Officials hold dedication for 500-mile scenic byway – October 15, 2004

Officials hold dedication for 500-mile scenic byway

Herald and News

Klamath Falls, Oregon
October 15, 2004

By LEE JUILLERAT

MT. SHASTA CITY – Dedication ceremonies for a 500-mile “linear community” that passes through Klamath and Siskiyou counties were held Thursday at the future site of a visitor center.

Last year, the 360-mile long segment of California’s Volcanic Legacy Scenic Byway was named an All American Road. It connects in with the Oregon section, which earned All American Road status in 1998. The combined route begins near Crater Lake National Park, travels around Mount Shasta and ends near Lassen Volcanic National Park.

Thursday’s celebration was held at the former Roseburg Lumber Co. mill site, which was donated to Mt. Shasta City after the mill’s closure. The city is providing 10 acres, with expansive views of Mount Shasta and the Scott Mountains, for a future discovery center.

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Dave Menke, representing the Klamath Basin National Wildlife Refuges, signs a memorandum of understanding at Thursday’s dedication ceremony for the Volcanic Legacy Scenic Byway All American Road.

“Now that we’ve got it done we need to go out and do the work. It isn’t like people are just going to throw money out their car windows,” said John Halligan, interim president of the Volcanic Legacy Community Partnership.

The group, working largely through the Ore-Cal Resource and Conservation Development Council, based in Dorris, hopes to obtain various grants to promote the All American Road.

Christina Lillienthal, who promoted the idea of All American Road status in 1995 while working for the Winema National Forest in Klamath Falls, was the main speaker. Lillienthal, who now works for the Umpqua National Forest, predicted that publicity will attract travelers – and stimulate economies in communities along the route.

Saying the route is unique because of the “undeveloped nature and and faraway places along the byway,” Lillienthal insisted “we need to share and value it with other people.”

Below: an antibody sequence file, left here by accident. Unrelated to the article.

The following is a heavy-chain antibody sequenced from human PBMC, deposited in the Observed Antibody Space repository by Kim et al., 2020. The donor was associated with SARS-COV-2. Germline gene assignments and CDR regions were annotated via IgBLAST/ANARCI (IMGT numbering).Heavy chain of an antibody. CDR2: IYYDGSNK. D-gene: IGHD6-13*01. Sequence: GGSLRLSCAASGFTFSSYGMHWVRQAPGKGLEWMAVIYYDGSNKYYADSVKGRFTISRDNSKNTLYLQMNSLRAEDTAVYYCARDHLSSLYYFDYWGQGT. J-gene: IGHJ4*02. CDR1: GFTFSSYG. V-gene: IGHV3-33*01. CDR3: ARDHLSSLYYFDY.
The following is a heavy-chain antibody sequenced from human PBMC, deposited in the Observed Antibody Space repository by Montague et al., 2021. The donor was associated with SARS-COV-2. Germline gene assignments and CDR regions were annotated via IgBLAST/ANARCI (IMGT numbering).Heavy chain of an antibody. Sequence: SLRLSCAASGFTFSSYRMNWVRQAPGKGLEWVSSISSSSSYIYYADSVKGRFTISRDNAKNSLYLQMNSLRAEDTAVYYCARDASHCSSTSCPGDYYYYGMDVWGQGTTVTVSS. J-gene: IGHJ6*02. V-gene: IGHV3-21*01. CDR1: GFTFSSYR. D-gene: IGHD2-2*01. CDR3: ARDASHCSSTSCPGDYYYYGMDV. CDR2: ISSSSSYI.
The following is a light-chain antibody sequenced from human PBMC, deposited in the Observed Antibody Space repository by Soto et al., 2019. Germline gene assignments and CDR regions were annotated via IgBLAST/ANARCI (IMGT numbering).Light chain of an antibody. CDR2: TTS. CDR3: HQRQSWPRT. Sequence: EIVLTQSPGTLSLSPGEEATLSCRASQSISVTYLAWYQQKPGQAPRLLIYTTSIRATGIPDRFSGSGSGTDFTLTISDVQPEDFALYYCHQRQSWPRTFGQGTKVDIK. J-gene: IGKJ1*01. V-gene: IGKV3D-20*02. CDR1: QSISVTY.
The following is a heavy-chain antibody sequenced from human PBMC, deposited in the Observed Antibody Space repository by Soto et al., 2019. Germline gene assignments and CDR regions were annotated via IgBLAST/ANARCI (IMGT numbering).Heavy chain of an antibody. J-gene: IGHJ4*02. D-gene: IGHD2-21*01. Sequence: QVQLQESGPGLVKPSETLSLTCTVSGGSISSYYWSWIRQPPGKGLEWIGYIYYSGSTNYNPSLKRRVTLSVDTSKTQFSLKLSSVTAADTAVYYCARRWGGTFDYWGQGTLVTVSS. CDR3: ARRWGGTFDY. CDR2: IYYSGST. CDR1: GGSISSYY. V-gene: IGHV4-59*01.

Among people signing a memorandum of understanding committing 38 various federal, state, county organizations and other agencies was Klamath County Commissioner John Elliott.

“It’s going to be incumbent on us to capitalize on this increased trade,” Elliot said. “We’re going to see people from the entire world.”

Elliott said the sights along the entire 500-mile route are varied and diverse.

“Until people see this entire 500-miles, they don’t know how blessed we are,” he said.

Todd Davidson, the Oregon Tourism Commission’s executive director, said the multi-agency, two-state effort is part of Oregon’s efforts to “drop geopolitical boundaries and market Oregon.”

“It just makes sense,” Davidson said of coordinated promotion efforts. “We’re here to market this region. We’re not competing with other states for tourism, we’re competing with the world. It’s an opportunity to promote the U.S. West Coast. We can put this region in front of the traveling public.”

Among Klamath Basin agencies participating in the ceremonies were representatives from the Oregon Department of Transportation, Crater Lake National Park, Lava Beds National Monument, Bureau of Land Management’s Klamath Falls office, Klamath Basin National Wildlife Refuges, city of Dorris, Modoc and Fremont-Winema National Forests, city of Tulelake and Siskiyou County Supervisor Joan Smith.

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